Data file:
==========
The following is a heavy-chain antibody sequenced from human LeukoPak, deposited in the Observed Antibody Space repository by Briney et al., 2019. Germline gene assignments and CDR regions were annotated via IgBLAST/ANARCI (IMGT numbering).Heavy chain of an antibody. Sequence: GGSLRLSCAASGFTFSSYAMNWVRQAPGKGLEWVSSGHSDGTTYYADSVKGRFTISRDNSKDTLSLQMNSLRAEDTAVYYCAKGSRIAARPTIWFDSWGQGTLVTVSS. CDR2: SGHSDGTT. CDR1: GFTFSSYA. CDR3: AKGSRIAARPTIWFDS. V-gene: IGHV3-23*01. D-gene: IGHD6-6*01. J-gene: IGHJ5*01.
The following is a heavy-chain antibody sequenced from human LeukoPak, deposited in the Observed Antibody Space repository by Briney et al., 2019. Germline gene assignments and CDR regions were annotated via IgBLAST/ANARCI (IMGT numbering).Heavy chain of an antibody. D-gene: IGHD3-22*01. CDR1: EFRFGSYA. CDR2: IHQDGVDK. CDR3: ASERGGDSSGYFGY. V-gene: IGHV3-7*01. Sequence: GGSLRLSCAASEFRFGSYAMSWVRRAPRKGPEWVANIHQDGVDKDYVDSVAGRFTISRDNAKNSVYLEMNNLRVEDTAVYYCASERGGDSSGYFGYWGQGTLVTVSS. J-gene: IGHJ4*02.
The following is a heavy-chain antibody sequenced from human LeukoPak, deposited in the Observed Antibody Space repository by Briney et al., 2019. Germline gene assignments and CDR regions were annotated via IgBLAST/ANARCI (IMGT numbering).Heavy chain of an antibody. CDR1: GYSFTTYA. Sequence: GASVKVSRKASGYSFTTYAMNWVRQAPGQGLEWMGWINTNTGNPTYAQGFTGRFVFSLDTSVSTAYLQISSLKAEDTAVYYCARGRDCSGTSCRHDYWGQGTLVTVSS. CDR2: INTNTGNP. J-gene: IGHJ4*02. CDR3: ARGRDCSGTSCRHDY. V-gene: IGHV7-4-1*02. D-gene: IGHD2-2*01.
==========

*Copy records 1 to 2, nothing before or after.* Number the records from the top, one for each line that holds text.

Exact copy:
The following is a heavy-chain antibody sequenced from human LeukoPak, deposited in the Observed Antibody Space repository by Briney et al., 2019. Germline gene assignments and CDR regions were annotated via IgBLAST/ANARCI (IMGT numbering).Heavy chain of an antibody. Sequence: GGSLRLSCAASGFTFSSYAMNWVRQAPGKGLEWVSSGHSDGTTYYADSVKGRFTISRDNSKDTLSLQMNSLRAEDTAVYYCAKGSRIAARPTIWFDSWGQGTLVTVSS. CDR2: SGHSDGTT. CDR1: GFTFSSYA. CDR3: AKGSRIAARPTIWFDS. V-gene: IGHV3-23*01. D-gene: IGHD6-6*01. J-gene: IGHJ5*01.
The following is a heavy-chain antibody sequenced from human LeukoPak, deposited in the Observed Antibody Space repository by Briney et al., 2019. Germline gene assignments and CDR regions were annotated via IgBLAST/ANARCI (IMGT numbering).Heavy chain of an antibody. D-gene: IGHD3-22*01. CDR1: EFRFGSYA. CDR2: IHQDGVDK. CDR3: ASERGGDSSGYFGY. V-gene: IGHV3-7*01. Sequence: GGSLRLSCAASEFRFGSYAMSWVRRAPRKGPEWVANIHQDGVDKDYVDSVAGRFTISRDNAKNSVYLEMNNLRVEDTAVYYCASERGGDSSGYFGYWGQGTLVTVSS. J-gene: IGHJ4*02.